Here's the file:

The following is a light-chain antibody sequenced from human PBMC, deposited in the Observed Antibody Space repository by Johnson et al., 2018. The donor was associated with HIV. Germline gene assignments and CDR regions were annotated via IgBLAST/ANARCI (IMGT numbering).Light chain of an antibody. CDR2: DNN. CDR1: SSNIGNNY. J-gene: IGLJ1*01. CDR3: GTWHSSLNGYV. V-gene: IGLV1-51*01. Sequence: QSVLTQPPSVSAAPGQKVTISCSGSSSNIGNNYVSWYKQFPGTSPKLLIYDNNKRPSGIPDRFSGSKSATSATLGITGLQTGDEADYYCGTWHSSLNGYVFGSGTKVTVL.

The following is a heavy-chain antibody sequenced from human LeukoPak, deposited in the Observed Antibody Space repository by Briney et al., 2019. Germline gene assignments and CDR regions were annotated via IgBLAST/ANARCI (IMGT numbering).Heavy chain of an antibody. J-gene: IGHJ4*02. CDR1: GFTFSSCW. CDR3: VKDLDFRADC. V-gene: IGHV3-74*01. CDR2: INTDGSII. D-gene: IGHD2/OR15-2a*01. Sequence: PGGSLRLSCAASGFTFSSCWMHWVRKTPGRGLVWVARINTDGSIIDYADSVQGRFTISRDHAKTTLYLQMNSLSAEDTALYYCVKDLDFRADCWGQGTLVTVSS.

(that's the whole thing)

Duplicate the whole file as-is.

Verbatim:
The following is a light-chain antibody sequenced from human PBMC, deposited in the Observed Antibody Space repository by Johnson et al., 2018. The donor was associated with HIV. Germline gene assignments and CDR regions were annotated via IgBLAST/ANARCI (IMGT numbering).Light chain of an antibody. CDR2: DNN. CDR1: SSNIGNNY. J-gene: IGLJ1*01. CDR3: GTWHSSLNGYV. V-gene: IGLV1-51*01. Sequence: QSVLTQPPSVSAAPGQKVTISCSGSSSNIGNNYVSWYKQFPGTSPKLLIYDNNKRPSGIPDRFSGSKSATSATLGITGLQTGDEADYYCGTWHSSLNGYVFGSGTKVTVL.

The following is a heavy-chain antibody sequenced from human LeukoPak, deposited in the Observed Antibody Space repository by Briney et al., 2019. Germline gene assignments and CDR regions were annotated via IgBLAST/ANARCI (IMGT numbering).Heavy chain of an antibody. J-gene: IGHJ4*02. CDR1: GFTFSSCW. CDR3: VKDLDFRADC. V-gene: IGHV3-74*01. CDR2: INTDGSII. D-gene: IGHD2/OR15-2a*01. Sequence: PGGSLRLSCAASGFTFSSCWMHWVRKTPGRGLVWVARINTDGSIIDYADSVQGRFTISRDHAKTTLYLQMNSLSAEDTALYYCVKDLDFRADCWGQGTLVTVSS.